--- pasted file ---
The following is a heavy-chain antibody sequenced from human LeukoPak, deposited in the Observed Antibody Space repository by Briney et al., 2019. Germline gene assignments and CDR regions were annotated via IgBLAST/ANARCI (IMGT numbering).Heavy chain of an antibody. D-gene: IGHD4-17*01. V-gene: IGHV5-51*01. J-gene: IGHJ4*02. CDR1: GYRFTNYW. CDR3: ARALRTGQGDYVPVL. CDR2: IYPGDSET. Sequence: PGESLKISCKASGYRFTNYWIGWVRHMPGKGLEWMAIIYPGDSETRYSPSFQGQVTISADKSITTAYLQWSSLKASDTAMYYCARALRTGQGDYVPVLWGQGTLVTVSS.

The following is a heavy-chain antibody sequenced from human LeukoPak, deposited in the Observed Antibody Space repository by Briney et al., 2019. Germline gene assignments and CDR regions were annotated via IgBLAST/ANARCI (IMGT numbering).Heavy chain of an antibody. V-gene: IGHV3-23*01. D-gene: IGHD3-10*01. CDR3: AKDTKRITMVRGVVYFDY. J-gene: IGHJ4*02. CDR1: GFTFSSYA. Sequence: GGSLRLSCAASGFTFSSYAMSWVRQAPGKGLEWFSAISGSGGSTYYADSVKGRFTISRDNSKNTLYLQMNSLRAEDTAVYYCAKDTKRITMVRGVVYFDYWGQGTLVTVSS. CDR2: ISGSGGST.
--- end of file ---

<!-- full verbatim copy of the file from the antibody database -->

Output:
The following is a heavy-chain antibody sequenced from human LeukoPak, deposited in the Observed Antibody Space repository by Briney et al., 2019. Germline gene assignments and CDR regions were annotated via IgBLAST/ANARCI (IMGT numbering).Heavy chain of an antibody. D-gene: IGHD4-17*01. V-gene: IGHV5-51*01. J-gene: IGHJ4*02. CDR1: GYRFTNYW. CDR3: ARALRTGQGDYVPVL. CDR2: IYPGDSET. Sequence: PGESLKISCKASGYRFTNYWIGWVRHMPGKGLEWMAIIYPGDSETRYSPSFQGQVTISADKSITTAYLQWSSLKASDTAMYYCARALRTGQGDYVPVLWGQGTLVTVSS.

The following is a heavy-chain antibody sequenced from human LeukoPak, deposited in the Observed Antibody Space repository by Briney et al., 2019. Germline gene assignments and CDR regions were annotated via IgBLAST/ANARCI (IMGT numbering).Heavy chain of an antibody. V-gene: IGHV3-23*01. D-gene: IGHD3-10*01. CDR3: AKDTKRITMVRGVVYFDY. J-gene: IGHJ4*02. CDR1: GFTFSSYA. Sequence: GGSLRLSCAASGFTFSSYAMSWVRQAPGKGLEWFSAISGSGGSTYYADSVKGRFTISRDNSKNTLYLQMNSLRAEDTAVYYCAKDTKRITMVRGVVYFDYWGQGTLVTVSS. CDR2: ISGSGGST.